Many NJ businesses plan hiring, raises in ’16

 About two-thirds of the business owners surveyed plan to give wage increases next year of about 3 percent, says Michele Siekerka, president of the New Jersey Business and Industry Association. (Phil Gregory/WHYY)

About two-thirds of the business owners surveyed plan to give wage increases next year of about 3 percent, says Michele Siekerka, president of the New Jersey Business and Industry Association. (Phil Gregory/WHYY)

Most of the small businesses surveyed in New Jersey anticipate a positive year ahead.

Michele Siekerka, president of the New Jersey Business and Industry Association, said her members believe sales and profits will continue to rise next year.

“Twenty-five percent of those surveyed said that they would increase hiring in 2016, while 10 percent said they might decrease their hiring,” she said Tuesday. “That net result of 15 percent is 4 percent higher than last year’s survey, clearly a positive trend.”

About two-thirds of the business owners surveyed plan to give wage increases next year of about 3 percent.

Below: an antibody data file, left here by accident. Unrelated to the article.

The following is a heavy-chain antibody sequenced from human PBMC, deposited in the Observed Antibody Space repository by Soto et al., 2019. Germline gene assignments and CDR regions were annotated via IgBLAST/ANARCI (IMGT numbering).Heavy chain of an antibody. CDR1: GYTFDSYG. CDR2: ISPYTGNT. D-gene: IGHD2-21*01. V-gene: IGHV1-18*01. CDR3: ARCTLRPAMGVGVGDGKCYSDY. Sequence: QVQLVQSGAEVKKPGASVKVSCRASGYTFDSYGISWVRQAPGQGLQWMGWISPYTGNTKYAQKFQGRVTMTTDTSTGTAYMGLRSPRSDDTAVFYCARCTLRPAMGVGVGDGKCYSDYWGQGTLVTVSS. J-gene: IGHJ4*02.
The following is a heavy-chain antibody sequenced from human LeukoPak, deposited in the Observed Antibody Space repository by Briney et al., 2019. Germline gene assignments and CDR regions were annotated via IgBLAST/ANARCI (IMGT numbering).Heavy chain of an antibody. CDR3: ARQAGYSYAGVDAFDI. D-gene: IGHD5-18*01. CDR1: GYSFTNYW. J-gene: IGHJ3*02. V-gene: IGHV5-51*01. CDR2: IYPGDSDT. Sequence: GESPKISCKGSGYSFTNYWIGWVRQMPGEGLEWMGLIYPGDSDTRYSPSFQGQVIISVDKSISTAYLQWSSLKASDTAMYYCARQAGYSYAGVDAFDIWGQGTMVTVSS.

Meanwhile, Siekerka said, the major concern for businesses is rising health benefit costs.

“Eighty percent expect that the health care benefits will continue to rise next year,” she said. “About half say that increase will be 6 percent or more, and 62 percent say they’re negatively affected by the Affordable Care Act.”

About two-thirds of business owners say they take estate and inheritance taxes into consideration when planning for the future — and, if they were going to expand, they’d open a location in another state.

Siekerka said 66 percent of business owners surveyed do not plan to stay in the Garden State in retirement.

“What we’re seeing is it’s people in the later part of their business cycle, as they’re looking toward that retirement age. They have accumulated their wealth. They’ve accumulated their affluence in the state of New Jersey,” she said. “They’re going to spend that in someone else’s economy, and that’s going to have a trickle-down effect on our economy.”

And it’s not Florida where most of them are headed, she said. It’s neighboring Pennsylvania and New York.

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